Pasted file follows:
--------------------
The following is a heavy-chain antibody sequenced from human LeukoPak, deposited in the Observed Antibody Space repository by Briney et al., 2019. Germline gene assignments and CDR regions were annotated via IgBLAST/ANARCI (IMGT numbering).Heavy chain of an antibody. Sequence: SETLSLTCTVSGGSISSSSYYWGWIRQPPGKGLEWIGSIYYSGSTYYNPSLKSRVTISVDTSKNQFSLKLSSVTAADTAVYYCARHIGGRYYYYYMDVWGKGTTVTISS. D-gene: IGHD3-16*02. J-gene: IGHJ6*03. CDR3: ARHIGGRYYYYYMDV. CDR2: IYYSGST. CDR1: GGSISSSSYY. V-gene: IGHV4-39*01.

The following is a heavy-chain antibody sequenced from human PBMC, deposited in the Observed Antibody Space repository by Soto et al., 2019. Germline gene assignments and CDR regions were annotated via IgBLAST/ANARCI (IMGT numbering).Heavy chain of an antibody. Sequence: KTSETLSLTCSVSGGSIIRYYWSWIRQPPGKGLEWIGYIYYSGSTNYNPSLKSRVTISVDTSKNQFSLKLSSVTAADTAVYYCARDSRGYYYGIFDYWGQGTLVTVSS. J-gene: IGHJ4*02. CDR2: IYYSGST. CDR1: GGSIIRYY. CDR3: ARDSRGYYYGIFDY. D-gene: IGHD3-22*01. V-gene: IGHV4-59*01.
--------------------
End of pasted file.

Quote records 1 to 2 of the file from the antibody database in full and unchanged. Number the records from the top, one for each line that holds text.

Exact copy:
The following is a heavy-chain antibody sequenced from human LeukoPak, deposited in the Observed Antibody Space repository by Briney et al., 2019. Germline gene assignments and CDR regions were annotated via IgBLAST/ANARCI (IMGT numbering).Heavy chain of an antibody. Sequence: SETLSLTCTVSGGSISSSSYYWGWIRQPPGKGLEWIGSIYYSGSTYYNPSLKSRVTISVDTSKNQFSLKLSSVTAADTAVYYCARHIGGRYYYYYMDVWGKGTTVTISS. D-gene: IGHD3-16*02. J-gene: IGHJ6*03. CDR3: ARHIGGRYYYYYMDV. CDR2: IYYSGST. CDR1: GGSISSSSYY. V-gene: IGHV4-39*01.

The following is a heavy-chain antibody sequenced from human PBMC, deposited in the Observed Antibody Space repository by Soto et al., 2019. Germline gene assignments and CDR regions were annotated via IgBLAST/ANARCI (IMGT numbering).Heavy chain of an antibody. Sequence: KTSETLSLTCSVSGGSIIRYYWSWIRQPPGKGLEWIGYIYYSGSTNYNPSLKSRVTISVDTSKNQFSLKLSSVTAADTAVYYCARDSRGYYYGIFDYWGQGTLVTVSS. J-gene: IGHJ4*02. CDR2: IYYSGST. CDR1: GGSIIRYY. CDR3: ARDSRGYYYGIFDY. D-gene: IGHD3-22*01. V-gene: IGHV4-59*01.